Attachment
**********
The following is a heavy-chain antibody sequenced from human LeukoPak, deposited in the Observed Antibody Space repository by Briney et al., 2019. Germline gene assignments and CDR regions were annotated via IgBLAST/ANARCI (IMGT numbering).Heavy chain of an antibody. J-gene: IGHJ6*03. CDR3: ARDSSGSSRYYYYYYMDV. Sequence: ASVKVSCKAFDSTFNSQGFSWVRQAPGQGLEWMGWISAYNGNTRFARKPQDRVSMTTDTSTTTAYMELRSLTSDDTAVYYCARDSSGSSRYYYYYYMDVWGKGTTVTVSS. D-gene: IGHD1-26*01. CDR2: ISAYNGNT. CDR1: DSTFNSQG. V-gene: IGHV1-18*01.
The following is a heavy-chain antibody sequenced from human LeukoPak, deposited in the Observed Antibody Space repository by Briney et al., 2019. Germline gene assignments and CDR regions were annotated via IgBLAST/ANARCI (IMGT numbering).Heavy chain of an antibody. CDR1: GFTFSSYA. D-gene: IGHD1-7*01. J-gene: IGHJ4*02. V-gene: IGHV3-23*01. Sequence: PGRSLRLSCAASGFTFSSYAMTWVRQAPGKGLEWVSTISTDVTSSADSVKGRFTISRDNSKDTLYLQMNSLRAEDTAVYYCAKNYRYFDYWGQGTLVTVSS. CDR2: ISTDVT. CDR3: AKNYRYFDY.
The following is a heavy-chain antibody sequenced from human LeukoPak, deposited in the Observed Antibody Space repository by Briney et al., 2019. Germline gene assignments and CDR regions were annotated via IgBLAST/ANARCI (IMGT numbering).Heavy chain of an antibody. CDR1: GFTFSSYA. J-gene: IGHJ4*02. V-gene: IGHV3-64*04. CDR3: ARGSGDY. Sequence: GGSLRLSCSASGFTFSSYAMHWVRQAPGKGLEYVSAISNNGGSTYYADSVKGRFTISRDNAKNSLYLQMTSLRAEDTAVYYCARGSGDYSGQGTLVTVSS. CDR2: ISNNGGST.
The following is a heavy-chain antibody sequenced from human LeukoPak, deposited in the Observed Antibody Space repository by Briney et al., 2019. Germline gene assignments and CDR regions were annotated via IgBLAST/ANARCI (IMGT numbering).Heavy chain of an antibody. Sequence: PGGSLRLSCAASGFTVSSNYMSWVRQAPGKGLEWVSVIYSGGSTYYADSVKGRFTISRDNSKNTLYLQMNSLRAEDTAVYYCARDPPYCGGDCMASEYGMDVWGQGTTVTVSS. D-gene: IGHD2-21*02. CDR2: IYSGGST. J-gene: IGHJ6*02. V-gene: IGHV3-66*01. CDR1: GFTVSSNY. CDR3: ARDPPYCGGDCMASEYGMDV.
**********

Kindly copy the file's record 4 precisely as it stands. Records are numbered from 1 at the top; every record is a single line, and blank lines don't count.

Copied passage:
The following is a heavy-chain antibody sequenced from human LeukoPak, deposited in the Observed Antibody Space repository by Briney et al., 2019. Germline gene assignments and CDR regions were annotated via IgBLAST/ANARCI (IMGT numbering).Heavy chain of an antibody. Sequence: PGGSLRLSCAASGFTVSSNYMSWVRQAPGKGLEWVSVIYSGGSTYYADSVKGRFTISRDNSKNTLYLQMNSLRAEDTAVYYCARDPPYCGGDCMASEYGMDVWGQGTTVTVSS. D-gene: IGHD2-21*02. CDR2: IYSGGST. J-gene: IGHJ6*02. V-gene: IGHV3-66*01. CDR1: GFTVSSNY. CDR3: ARDPPYCGGDCMASEYGMDV.